Each time a player selects a rank R and an integer N and enters this choice into the database, (in total six times, as there are six playing intervals for this particular example game), the selected rank and selected integer receives one "hit" in the database tally. As additional participants make their selections and enter them into the database for the particular playing level, there are generated two separate and mutually independent hierarchies based on frequency of selection of ranks and of integers. The ranks are ordinal in that their order is always rank-first, rank-second, rank-third, etc. The tallying database correlates the most frequently selected integer with rank-first, the second most frequently selected integer with rank-second, etc., as well as tallying the number of "hits" each rank receives. Thus, a one-to-one correlation set of ranks and integers is produced for each game playing interval. The more "hits" a rank or integer receives, the higher it finishes in the final standings for that particular playing level. Also, note that only the six most frequently selected integers per level potentially determine the final outcome of the game in this example. Additionally, the standings for all levels, as maintained in the computerized tallying database, are not known to the participants during the total duration of the game.
To better understand the details of the interactive lottery game the following examples are presented. Below is the situation for example game playing interval L4 before player XYZ selects one rank and one integer for that level.
TABLE 1______________________________________EXAMPLE FOR LEVEL 4Rank Integer Hits/Integer Hits/Rank______________________________________Rank 1st 19 523 1345Rank 2nd 27 518 1456Rank 3rd 35 512 1167Rank 4th 47 509 1371Rank 5th 3 498 1311Rank 6th 12 487 1398______________________________________
Suppose that player XYZ believes the fifth (Rank) most frequently selected integer for the fourth level, or interval L4, will be the integer 47. Player XYZ selects and enters rank=5, integer=47. The new situation for interval L4 after player XYZ's input is:
TABLE 2______________________________________EXAMPLE FOR LEVEL 4Rank Integer Hits/Integer Hits/Rank______________________________________Rank 1st 19 523 1345Rank 2nd 27 518 1456Rank 3rd 35 512 1167Rank 4th 47 (509 + 1) 1371Rank 5th 3 498 (1311 + 1)Rank 6th 12 487 1398______________________________________
Thus, the ordering of the ranks remain constant during each playing interval L, although the "hits" tally for each rank changes as each player makes his selection. The ordering or "ranking" of the integers can vary during each playing interval, depending upon the number of "hits" each integer receives. The greater the number of "hits" for an integer, the higher the ranking or placement for a particular playing interval L.
In an alternative embodiment of the invention, players have the option of entering their selections of rank R and integer N for each playing interval L1 through Lx at any time during the total game duration. Since the results for all playing intervals L1 through Lx are kept secret until the end of the game playing period, the entering of selections at any particular playing interval cannot influence the selections made at a later time.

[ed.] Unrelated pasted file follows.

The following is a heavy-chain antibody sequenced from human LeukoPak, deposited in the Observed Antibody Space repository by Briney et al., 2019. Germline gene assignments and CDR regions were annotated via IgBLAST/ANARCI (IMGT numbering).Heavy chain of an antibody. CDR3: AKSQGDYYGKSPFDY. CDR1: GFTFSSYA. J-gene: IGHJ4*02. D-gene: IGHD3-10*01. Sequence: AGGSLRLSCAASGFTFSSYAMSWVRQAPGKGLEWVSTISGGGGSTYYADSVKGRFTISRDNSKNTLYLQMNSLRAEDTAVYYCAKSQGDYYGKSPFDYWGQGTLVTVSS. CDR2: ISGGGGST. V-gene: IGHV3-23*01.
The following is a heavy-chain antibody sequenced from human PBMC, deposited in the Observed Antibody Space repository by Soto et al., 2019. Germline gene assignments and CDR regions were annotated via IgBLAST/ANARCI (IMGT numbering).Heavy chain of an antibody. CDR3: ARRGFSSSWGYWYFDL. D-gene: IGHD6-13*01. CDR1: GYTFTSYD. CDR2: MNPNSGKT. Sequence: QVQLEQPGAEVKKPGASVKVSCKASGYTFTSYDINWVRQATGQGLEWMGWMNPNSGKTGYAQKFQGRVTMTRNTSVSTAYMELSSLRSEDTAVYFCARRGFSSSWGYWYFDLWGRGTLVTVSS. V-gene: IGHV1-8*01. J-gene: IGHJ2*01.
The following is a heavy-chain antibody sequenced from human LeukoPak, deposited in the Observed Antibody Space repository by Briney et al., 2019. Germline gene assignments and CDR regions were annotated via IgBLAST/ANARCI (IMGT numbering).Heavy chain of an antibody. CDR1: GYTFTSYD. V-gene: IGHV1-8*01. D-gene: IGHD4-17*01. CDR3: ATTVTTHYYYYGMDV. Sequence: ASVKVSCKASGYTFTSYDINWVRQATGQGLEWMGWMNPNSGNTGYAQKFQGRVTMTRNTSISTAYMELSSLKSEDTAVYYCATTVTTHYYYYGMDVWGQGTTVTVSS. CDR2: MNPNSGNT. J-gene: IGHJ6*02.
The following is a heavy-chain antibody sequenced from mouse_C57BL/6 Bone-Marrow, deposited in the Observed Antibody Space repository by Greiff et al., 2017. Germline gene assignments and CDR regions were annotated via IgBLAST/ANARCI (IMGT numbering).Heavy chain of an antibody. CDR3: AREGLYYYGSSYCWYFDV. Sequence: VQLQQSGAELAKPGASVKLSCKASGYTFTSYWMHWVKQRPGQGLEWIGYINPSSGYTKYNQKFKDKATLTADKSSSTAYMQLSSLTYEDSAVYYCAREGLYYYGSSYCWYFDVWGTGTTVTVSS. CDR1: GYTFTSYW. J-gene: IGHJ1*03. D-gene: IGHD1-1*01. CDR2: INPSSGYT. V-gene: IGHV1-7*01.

The End of The Playing Period
The results for a hypothetical interactive lottery game are presented in the attached Table 6. The game playing period is finished, and the tally for each game playing interval shown. The winning rank R for each playing interval L is the rank R that receives the greatest number of "hits", while the winning integer N is the integer correlated with the winning rank, even though the winning integer has received fewer "hits" than those integers placed higher in the integer frequency of selection list. As seen for playing interval L4 in Table 6, the winning rank is rank-sixth and the winning integer is the correlated integer 12. Thus, the winning results for the example game from Table 6 are as shown below.
TABLE 3______________________________________SUMMARY OF FINAL RESULTSLevel Rank Integer______________________________________L.sub.1 Rank 2nd 19L.sub.2 Rank 5th 27L.sub.3 Rank 6th 27L.sub.4 Rank 6th 12L.sub.5 Rank 1st 3L.sub.6 Rank 6th 1______________________________________
The game winner is determined by comparing every player's selection of integer N and rank R for each game playing interval L, with the winning results shown above. The player or players selecting the above combination of ranks and integers for the specified levels, or selecting the closest combination thereof, is declared the winner. The player's selections and unique personal identifier are confirmed from the computerized database. Alternatively, a specially printed ticket may be generated from computers used in entering the player's selection, as is done with many of the random number lottery games presently available in the United States for game players.